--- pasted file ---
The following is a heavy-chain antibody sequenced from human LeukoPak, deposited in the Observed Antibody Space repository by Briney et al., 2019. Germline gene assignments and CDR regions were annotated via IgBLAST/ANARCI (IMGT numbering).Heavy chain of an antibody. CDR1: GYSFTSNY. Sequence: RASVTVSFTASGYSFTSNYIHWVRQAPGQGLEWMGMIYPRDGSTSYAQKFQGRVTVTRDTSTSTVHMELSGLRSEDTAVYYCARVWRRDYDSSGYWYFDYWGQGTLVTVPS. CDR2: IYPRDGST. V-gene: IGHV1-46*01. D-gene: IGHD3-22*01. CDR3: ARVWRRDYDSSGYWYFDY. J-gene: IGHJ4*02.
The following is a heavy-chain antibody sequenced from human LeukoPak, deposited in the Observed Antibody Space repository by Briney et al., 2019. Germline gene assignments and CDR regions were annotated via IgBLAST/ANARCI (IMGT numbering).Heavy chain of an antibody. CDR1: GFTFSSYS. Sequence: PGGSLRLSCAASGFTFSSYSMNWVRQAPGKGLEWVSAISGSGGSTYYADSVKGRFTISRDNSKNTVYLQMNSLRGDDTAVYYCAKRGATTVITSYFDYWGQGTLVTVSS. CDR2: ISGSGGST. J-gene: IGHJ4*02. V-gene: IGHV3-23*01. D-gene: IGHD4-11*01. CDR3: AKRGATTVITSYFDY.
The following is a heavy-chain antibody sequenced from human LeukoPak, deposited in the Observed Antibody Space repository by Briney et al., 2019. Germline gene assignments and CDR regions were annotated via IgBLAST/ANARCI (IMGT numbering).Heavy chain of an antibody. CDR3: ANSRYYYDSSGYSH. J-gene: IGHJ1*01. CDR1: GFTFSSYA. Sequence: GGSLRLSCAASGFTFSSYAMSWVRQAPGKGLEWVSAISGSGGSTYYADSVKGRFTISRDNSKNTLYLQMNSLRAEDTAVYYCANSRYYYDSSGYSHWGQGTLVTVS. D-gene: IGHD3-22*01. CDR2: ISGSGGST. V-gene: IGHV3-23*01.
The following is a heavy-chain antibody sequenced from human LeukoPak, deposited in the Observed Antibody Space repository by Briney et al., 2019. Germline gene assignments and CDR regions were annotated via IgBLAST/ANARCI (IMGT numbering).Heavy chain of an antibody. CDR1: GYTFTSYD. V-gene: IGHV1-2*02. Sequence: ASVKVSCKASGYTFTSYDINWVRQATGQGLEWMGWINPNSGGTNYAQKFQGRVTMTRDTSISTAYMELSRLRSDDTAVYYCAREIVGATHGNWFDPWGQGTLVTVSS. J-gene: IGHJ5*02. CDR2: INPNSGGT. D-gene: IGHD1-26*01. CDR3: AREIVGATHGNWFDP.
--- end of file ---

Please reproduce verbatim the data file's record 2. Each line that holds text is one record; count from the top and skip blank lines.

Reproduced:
The following is a heavy-chain antibody sequenced from human LeukoPak, deposited in the Observed Antibody Space repository by Briney et al., 2019. Germline gene assignments and CDR regions were annotated via IgBLAST/ANARCI (IMGT numbering).Heavy chain of an antibody. CDR1: GFTFSSYS. Sequence: PGGSLRLSCAASGFTFSSYSMNWVRQAPGKGLEWVSAISGSGGSTYYADSVKGRFTISRDNSKNTVYLQMNSLRGDDTAVYYCAKRGATTVITSYFDYWGQGTLVTVSS. CDR2: ISGSGGST. J-gene: IGHJ4*02. V-gene: IGHV3-23*01. D-gene: IGHD4-11*01. CDR3: AKRGATTVITSYFDY.